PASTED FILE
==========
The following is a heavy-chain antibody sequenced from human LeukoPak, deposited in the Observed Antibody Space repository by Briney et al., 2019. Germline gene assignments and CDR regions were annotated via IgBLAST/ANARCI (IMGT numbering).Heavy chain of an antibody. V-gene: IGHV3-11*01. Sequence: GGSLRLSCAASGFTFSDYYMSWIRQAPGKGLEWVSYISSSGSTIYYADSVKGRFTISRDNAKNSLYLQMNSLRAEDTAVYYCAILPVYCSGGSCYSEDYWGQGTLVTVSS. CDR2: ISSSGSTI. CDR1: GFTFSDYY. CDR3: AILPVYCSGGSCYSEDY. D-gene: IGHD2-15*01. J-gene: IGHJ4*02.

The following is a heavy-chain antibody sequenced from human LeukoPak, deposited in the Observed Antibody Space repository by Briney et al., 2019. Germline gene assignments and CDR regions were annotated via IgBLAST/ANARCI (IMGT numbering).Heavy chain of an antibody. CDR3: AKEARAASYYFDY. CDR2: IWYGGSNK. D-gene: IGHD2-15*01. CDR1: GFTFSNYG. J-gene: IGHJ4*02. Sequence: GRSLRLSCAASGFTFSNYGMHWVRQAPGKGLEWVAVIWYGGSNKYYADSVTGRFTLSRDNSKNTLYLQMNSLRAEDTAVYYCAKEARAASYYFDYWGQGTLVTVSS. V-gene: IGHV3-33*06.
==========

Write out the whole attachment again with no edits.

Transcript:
The following is a heavy-chain antibody sequenced from human LeukoPak, deposited in the Observed Antibody Space repository by Briney et al., 2019. Germline gene assignments and CDR regions were annotated via IgBLAST/ANARCI (IMGT numbering).Heavy chain of an antibody. V-gene: IGHV3-11*01. Sequence: GGSLRLSCAASGFTFSDYYMSWIRQAPGKGLEWVSYISSSGSTIYYADSVKGRFTISRDNAKNSLYLQMNSLRAEDTAVYYCAILPVYCSGGSCYSEDYWGQGTLVTVSS. CDR2: ISSSGSTI. CDR1: GFTFSDYY. CDR3: AILPVYCSGGSCYSEDY. D-gene: IGHD2-15*01. J-gene: IGHJ4*02.

The following is a heavy-chain antibody sequenced from human LeukoPak, deposited in the Observed Antibody Space repository by Briney et al., 2019. Germline gene assignments and CDR regions were annotated via IgBLAST/ANARCI (IMGT numbering).Heavy chain of an antibody. CDR3: AKEARAASYYFDY. CDR2: IWYGGSNK. D-gene: IGHD2-15*01. CDR1: GFTFSNYG. J-gene: IGHJ4*02. Sequence: GRSLRLSCAASGFTFSNYGMHWVRQAPGKGLEWVAVIWYGGSNKYYADSVTGRFTLSRDNSKNTLYLQMNSLRAEDTAVYYCAKEARAASYYFDYWGQGTLVTVSS. V-gene: IGHV3-33*06.